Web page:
Tom's Hardware Verdict
The Corsair VS650 is a solid choice for the price, but it cuts corners on efficiency and noise.
Full power at 41°C
Efficient 5VSB rail
Accurate Power Ok signal
80 PLUS and Cybenetics ratings
OCP at +12V is not properly set
Noisy under high operating temperatures
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Specifications and Part Analysis
The Corsair VS650 is one of the most affordable 650W power supplies that you will find on the market today. There might be some rather unknown brands promising higher capacities at even lower prices, but this is a Corsair product so it is supported by a solid warranty and it offers decent performance while at the same time, the majority of its protection features operate properly. With a 46 bucks price in the US and around 47 pounds in the UK, the VS650 is a good choice for anyone on a really tight budget.
The VS line is the most affordable in Corsair's portfolio and its main competitor, as usual, is an EVGA line called N1. Unfortunately we haven't evaluated so far any of the EVGA N1 units, so we cannot comment on their performance, build quality and reliability. With a quick look at the specs of the VS and N1 models though, we easily spot a major difference. All VS models are certified by both 80 PLUS and Cybenetics while EVGA's N1 models don't hold any certifications, meaning that they haven't been evaluated by an independent organization so there are no efficiency results and other vital performance information on them.
The VS line consists of six non-modular units, with capacities ranging from 400W to 650W, which are manufactured by HEC. They are based on an older design in order to keep the production cost as low as possible, but still Corsair supports them with a three-year warranty which is long enough for the standards of this category. Corsair also states that those units are reliable, which is the most important feature in budget products like those, and indeed we didn't encounter a problem during our extensive and tough testing sessions. We are literally on the edge when we test highly affordable PSUs, because a failure besides a nice fireworks show can also lead to the destruction of our expensive power analyzer; if a PSU can damage our lab-grade equipment, imagine what it can do to sensitive system components like the CPU, GPU, RAM etc.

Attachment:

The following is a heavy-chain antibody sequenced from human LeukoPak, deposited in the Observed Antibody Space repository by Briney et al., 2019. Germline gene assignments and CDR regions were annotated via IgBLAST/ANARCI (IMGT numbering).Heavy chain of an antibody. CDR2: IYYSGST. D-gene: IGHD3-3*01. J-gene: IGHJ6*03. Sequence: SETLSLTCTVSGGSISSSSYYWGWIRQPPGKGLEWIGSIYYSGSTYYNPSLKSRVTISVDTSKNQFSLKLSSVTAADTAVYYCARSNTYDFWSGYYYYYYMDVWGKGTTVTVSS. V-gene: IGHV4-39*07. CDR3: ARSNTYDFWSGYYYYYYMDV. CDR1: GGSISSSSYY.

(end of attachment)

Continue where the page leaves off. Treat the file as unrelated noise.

|Max. DC Output
|80 PLUS, ETA-S (82-85%)
|LAMBDA-S++ (30-35 dB[A])
|Intel C6/C7 Power State Support
|Operating Temperature (Continuous Full Load)
|0 - 30°C
|Over Voltage Protection
|Under Voltage Protection
|Over Power Protection
|Over Current (+12V) Protection
|Over Temperature Protection
|Short Circuit Protection
|Inrush Current Protection
|Fan Failure Protection
|No Load Operation
|120mm Sleeve Bearing Fan (D12SH-12)
|Dimensions (W x H x D)
|152 x 87 x 128mm
|1.9 kg (4.19 lb)
|ATX12V v2.4, EPS 2.92
|Total Max. Power (W)
Cables and Connectors
|Connector Count (Total)
|In Cable Capacitors
|ATX connector 20+4 pin (550mm)
|4+4 pin EPS12V (610mm)
|6+2 pin PCIe (550mm+110mm)
|SATA (440mm) / 4-pin Molex (+120mm+120mm) / FDD (+120mm)